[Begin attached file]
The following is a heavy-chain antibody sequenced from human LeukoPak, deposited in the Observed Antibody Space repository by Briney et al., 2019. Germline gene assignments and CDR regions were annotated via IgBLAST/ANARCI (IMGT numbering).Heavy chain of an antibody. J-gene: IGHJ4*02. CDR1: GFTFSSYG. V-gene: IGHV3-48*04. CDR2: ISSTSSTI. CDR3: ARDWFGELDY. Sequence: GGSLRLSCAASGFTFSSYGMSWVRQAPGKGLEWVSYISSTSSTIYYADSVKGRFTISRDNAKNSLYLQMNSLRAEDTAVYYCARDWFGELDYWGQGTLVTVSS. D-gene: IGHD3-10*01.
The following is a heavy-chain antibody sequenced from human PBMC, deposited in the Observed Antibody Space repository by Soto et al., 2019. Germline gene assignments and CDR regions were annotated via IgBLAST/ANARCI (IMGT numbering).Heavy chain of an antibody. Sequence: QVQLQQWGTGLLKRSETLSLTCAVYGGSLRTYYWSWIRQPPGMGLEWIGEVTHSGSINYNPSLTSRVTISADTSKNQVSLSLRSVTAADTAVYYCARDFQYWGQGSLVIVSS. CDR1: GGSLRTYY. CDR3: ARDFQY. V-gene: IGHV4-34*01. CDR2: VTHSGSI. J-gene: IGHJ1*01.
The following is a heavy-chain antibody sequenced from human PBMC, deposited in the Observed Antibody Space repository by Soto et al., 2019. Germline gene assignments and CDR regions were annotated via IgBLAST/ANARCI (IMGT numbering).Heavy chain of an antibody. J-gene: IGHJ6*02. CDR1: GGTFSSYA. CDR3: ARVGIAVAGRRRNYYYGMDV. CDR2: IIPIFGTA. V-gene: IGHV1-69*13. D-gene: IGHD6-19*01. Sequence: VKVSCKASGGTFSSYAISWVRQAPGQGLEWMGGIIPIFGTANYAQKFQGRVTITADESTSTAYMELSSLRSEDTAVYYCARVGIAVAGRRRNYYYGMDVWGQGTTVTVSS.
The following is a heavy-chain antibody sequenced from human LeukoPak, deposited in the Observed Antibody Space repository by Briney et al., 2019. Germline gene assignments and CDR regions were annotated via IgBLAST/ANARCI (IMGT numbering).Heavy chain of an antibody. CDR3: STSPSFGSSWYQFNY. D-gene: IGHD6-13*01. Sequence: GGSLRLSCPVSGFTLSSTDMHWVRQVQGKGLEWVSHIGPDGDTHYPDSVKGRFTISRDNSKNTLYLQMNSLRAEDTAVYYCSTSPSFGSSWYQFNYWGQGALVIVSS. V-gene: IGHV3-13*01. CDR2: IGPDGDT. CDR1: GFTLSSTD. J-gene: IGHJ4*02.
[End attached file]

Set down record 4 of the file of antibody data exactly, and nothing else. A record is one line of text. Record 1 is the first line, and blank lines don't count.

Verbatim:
The following is a heavy-chain antibody sequenced from human LeukoPak, deposited in the Observed Antibody Space repository by Briney et al., 2019. Germline gene assignments and CDR regions were annotated via IgBLAST/ANARCI (IMGT numbering).Heavy chain of an antibody. CDR3: STSPSFGSSWYQFNY. D-gene: IGHD6-13*01. Sequence: GGSLRLSCPVSGFTLSSTDMHWVRQVQGKGLEWVSHIGPDGDTHYPDSVKGRFTISRDNSKNTLYLQMNSLRAEDTAVYYCSTSPSFGSSWYQFNYWGQGALVIVSS. V-gene: IGHV3-13*01. CDR2: IGPDGDT. CDR1: GFTLSSTD. J-gene: IGHJ4*02.